Maybe because a part of us is filled with frustration that we all saw this kid – this sweet, talented kid who new what it meant to be a champion – weaken every day against his demons.

    I know when I think of Antley it doesn’t make me sad anymore. It makes me shake my head and wish things we different for him. So many in racing are in the game for one reason and one reason only: it’s all they know.

    I would have liked very much for there to have been commentary from his mother and father in the second half of the program.

    Steven (or is it Stephen?) Michaels did a nice job. I wonder because we are so close to the game if we can be too critical. I’d love to know the thoughts of those who don’t know from which end a horse eats and sat through it.

    As usual, love your writing.

  2. Well it sure beat watching 30 minutes of a weather report (HRTV’s churchill tornedo- part 1), but I see what you mean about coming away hungry, esp since the last part was abruptly cut off on youtube.
    What seemed weird to me was the implication that Antley caused the breakdown by chasing the frontrunner. Team Lukas may have had a different game plan, but jocks make last minute decisions all the time – sometimes they pay off, sometimes not. I can imagine them blaming their Triple Crown loss on a bad ride, but blaming him for the breakdown rang hollow to me. Did they really do that?
    It would have been nice to end it with Charismatic’s legacy, giving credit to Chris for saving his life. Maybe they did that, but YouTube cut it off.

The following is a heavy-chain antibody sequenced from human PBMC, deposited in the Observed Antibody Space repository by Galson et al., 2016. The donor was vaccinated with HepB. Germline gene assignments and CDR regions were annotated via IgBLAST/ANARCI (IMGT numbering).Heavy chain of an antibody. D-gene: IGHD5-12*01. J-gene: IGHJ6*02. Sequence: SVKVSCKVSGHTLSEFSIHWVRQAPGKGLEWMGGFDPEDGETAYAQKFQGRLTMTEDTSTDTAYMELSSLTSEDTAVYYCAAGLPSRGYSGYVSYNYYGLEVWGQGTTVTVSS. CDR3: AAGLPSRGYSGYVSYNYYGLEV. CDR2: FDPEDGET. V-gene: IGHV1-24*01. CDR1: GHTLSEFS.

Thanks for the article!

  3. Hi Teresa,
    About Charismatic on ESPN;
    I wanted something other than what I got. I got movie formula from Laura Hillenbrand’s Seabiscuit with none of the charm and none of the triumph. This was not about an owner, a trainer, a jockey and a horse although at first blush that is what it appears to be. This was a story which sensationalized the pressures facing professional horse race riders and in particular Chris Antley in a way that was uncomplimentary and unbalanced. It was unpleasant to watch. The gratuitous ESPN SportsCenter plug you referred to, said that Chris Antley was dead four separate times in twelve seconds. It was both unpleasant to watch and unnecessary.

    This sensationalist smear piece shed no new light other than what was whispered regarding Chris Antley and the decision process to keep him aboard for the Belmont Stakes. It was maudlin, melodramatic and without redeeming itself with a visit to see how beautiful Charismatic is today or to cover his successful career at stud or to report that so many brand name American race horses have left this country in the past 25 years to build a thoroughbred industry in Japan, from the ground up, as Charismatic has.

    Making movies is time consuming and expensive. For my time and money, the time and treasure would have been much better spent if the story started in Japan. Then maybe, it might have been about the horse.

    Thanks once again for your writing. That opening paragraph was killer. If I could write like that I would quit handicapping. I am your fan.

  4. Yeah, right ? I actually thought I was sitting down to watch a story about Charismatic, the horse!
    I suffered through to the end, but it’s pretty depressing to watch people concoct a story about a honest human being (who was probably the real victim here) making a standard move on a horse being the cause of his defeat.